Spheres of Legislation: Polarization and Most Influential Nodes in Behavioral Context

  • Andrew C. Phillips
  • Mohammad T. IrfanEmail author
  • Luca Ostertag-Hill
Conference paper
Part of the Studies in Computational Intelligence book series (SCI, volume 882)


Game-theoretic models of influence in networks often assume the network structure to be static. In this paper, we allow the network structure to vary according to the underlying behavioral context. This leads to several interesting questions on two fronts. First, how do we identify different contexts and learn the corresponding network structures using real-world data? We focus on the U.S. Senate and apply unsupervised machine learning techniques, such as fuzzy clustering algorithms and generative models, to identify different spheres of legislation as context and learn an influence network for each sphere. Second, how do we analyze these networks in order to gain an insight into the role played by the spheres of legislation in various interesting constructs like polarization and most influential nodes? To this end, we apply both game-theoretic and social network analysis techniques. In particular, we show that game-theoretic notion of most influential nodes brings out the strategic aspects of interactions like bipartisan grouping, which typical centrality measures fail to capture. We also show that for the same set of senators, some spheres of legislation are more polarizing than others.


Influence in networks Machine learning and networks Computational game theory Graphical games 



This research was partially supported by NSF grant IIS-1910203. We sincerely thank Dr. Stephen Majercik (Bowdoin College) for reading an earlier draft of this paper and giving us many valuable suggestions. We are also thankful to Drs. Honorio and Ortiz for letting us use their codes [15] and to the anonymous reviewers for their suggestions.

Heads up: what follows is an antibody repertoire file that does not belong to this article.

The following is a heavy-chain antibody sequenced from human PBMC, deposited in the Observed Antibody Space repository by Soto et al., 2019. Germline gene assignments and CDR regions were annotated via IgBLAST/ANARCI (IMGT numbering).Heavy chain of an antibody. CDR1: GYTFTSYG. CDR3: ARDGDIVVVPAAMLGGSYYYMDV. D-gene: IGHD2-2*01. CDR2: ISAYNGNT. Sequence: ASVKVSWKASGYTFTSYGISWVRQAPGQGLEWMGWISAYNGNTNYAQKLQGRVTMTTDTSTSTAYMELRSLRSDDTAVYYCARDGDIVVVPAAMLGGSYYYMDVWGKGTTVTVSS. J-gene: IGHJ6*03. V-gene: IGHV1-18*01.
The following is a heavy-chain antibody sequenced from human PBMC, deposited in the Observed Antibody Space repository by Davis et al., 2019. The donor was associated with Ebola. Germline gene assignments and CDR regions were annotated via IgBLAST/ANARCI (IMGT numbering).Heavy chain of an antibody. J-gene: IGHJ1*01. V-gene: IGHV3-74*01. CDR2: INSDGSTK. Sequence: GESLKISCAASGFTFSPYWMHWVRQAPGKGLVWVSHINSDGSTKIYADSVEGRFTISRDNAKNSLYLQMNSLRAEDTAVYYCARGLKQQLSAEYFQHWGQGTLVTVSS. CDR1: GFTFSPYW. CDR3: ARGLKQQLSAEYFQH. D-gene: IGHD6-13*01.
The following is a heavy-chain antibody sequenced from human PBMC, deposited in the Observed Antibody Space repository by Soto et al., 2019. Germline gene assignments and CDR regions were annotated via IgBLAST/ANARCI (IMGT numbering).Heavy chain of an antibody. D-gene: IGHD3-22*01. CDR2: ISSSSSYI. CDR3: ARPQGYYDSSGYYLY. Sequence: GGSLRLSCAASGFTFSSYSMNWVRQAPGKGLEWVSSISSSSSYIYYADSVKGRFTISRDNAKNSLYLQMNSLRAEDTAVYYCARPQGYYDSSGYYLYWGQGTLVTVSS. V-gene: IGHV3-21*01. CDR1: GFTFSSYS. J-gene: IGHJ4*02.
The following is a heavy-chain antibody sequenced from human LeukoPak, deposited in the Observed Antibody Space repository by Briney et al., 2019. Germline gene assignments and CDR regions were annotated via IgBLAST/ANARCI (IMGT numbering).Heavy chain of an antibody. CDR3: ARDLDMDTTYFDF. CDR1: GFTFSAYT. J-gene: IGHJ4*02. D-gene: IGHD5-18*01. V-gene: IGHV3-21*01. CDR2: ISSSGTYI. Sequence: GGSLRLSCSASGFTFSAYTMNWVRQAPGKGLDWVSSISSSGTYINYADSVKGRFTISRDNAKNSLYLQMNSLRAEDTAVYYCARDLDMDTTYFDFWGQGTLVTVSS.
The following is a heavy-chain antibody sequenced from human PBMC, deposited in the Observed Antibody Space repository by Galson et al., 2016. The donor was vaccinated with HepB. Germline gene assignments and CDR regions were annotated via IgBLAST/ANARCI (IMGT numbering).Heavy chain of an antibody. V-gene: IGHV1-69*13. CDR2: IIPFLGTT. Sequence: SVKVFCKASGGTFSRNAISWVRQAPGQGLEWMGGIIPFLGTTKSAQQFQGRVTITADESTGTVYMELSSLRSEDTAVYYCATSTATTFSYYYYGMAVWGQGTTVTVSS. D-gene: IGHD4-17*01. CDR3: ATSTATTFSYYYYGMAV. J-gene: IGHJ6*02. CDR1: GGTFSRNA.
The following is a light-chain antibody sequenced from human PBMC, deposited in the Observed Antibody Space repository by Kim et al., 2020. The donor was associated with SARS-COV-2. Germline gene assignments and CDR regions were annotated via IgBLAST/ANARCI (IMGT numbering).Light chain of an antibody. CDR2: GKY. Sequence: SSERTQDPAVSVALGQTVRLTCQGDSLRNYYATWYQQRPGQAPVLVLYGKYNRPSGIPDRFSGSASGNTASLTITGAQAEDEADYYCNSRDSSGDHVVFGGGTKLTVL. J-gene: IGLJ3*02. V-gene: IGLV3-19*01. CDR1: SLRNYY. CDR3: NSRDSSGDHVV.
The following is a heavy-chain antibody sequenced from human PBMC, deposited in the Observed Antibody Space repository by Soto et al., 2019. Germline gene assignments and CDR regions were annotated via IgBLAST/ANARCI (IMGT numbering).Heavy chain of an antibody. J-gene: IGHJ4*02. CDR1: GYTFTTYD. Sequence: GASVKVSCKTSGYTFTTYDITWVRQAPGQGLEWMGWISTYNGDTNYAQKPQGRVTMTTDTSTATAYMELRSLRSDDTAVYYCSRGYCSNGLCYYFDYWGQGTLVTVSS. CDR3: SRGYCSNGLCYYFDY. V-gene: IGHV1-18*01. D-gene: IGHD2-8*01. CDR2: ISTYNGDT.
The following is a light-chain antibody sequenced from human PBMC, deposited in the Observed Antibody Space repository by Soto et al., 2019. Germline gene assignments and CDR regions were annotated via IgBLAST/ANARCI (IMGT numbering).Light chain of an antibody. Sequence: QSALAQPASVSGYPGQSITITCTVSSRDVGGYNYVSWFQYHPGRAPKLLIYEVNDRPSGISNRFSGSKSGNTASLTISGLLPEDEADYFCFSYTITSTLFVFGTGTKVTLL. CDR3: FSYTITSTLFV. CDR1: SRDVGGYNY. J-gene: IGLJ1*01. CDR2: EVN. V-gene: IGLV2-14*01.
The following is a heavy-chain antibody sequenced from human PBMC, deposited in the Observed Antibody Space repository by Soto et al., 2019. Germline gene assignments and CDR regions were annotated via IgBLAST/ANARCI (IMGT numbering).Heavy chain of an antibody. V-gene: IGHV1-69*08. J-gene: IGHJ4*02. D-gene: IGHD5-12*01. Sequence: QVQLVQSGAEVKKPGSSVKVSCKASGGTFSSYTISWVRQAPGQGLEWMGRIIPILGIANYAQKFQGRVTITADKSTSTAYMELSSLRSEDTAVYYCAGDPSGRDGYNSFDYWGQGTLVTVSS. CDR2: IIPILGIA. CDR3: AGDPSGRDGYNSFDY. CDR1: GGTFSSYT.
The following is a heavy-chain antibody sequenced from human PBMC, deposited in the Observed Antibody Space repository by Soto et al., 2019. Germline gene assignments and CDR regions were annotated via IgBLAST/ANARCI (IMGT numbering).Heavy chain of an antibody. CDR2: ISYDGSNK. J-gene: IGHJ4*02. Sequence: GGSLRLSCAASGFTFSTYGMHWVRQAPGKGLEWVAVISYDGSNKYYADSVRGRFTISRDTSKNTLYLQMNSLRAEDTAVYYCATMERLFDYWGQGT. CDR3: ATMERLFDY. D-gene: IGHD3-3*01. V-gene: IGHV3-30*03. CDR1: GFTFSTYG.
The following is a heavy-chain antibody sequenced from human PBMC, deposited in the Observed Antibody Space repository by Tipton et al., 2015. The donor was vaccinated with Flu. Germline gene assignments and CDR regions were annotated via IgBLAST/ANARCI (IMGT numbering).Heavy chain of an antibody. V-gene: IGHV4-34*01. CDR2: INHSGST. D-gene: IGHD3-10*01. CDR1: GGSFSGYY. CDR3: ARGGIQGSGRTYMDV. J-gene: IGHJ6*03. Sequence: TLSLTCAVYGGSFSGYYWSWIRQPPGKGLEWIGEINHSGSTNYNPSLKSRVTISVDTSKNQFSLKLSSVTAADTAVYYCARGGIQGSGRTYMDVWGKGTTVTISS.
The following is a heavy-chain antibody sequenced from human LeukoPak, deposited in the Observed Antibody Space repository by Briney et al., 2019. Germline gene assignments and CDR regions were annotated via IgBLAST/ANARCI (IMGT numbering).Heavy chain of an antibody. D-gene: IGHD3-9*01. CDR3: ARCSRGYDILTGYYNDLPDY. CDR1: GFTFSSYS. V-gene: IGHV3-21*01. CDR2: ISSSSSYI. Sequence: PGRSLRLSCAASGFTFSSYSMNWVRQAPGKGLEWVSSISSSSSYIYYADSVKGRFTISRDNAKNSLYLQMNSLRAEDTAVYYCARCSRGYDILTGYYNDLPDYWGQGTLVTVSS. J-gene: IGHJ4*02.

1. 1.
    Bakshy, E., Messing, S., Adamic, L.A.: Exposure to ideologically diverse news and opinion on facebook. Science 348(6239), 1130–1132 (2015)MathSciNetCrossRefGoogle Scholar
  2. 2.
    Bezdek, J.C.: Pattern Recognition with Fuzzy Objective Function Algorithms. Plenum Press, New York (1981)CrossRefGoogle Scholar
  3. 3.
    Chen, W., Collins, A., Cummings, R., Ke, T., Liu, Z., Rincon, D., Sun, X., Wang, Y., Wei, W., Yuan, Y.: Influence maximization in social networks when negative opinion may emerge and propagate. In: Proceedings of the Eleventh SIAM International Conference on Data Mining, pp. 379–390 (2011)Google Scholar
  4. 4.
    Christakis, N.A., Fowler, J.H.: The spread of obesity in a large social network over 32 years. N. Engl. J. Med. 357(4), 370–379 (2007). Scholar
  5. 5.
    Christakis, N.A., Fowler, J.H.: The collective dynamics of smoking in a large social network. N. Engl. J. Med. 358(21), 2249–2258 (2008). Scholar
  6. 6.
    Clinton, J., Jackman, S., Rivers, D.: The statistical analysis of roll call data. Am. Polit. Sci. Rev. 98(2), 355–370 (2004)CrossRefGoogle Scholar
  7. 7.
    Conover, M.D., Ratkiewicz, J., Francisco, M., Gonçalves, B., Menczer, F., Flammini, A.: Political polarization on Twitter. In: Fifth International AAAI Conference on Weblogs and Social Media (2011)Google Scholar
  8. 8.
    Farina, C.R.: Congressional polarization: terminal constitutional dysfuction. Colum. L. Rev. 115, 1689 (2015)Google Scholar
  9. 9.
    Garcia, D., Abisheva, A., Schweighofer, S., Serdült, U., Schweitzer, F.: Ideological and temporal components of network polarization in online political participatory media. Policy Internet 7(1), 46–79 (2015)CrossRefGoogle Scholar
  10. 10.
    Gerrish, S.M., Blei, D.M.: How they vote: issue-adjusted models of legislative behavior. Adv. Neural Inf. Process. Syst. 25(1), 2762–2770 (2012)Google Scholar
  11. 11.
    Girvan, M., Newman, M.E.: Community structure in social and biological networks. Proc. Natl. Acad. Sci. 99(12), 7821–7826 (2002)MathSciNetCrossRefGoogle Scholar
  12. 12.
    Granovetter, M.: Threshold models of collective behavior source. Am. J. Sociol. 83(6), 1420–1443 (1978). Scholar
  13. 13.
    Guerra, P.C., Meira Jr., W., Cardie, C., Kleinberg, R.: A measure of polarization on social media networks based on community boundaries. In: 7th International AAAI Conference on Weblogs and Social Media (2013)Google Scholar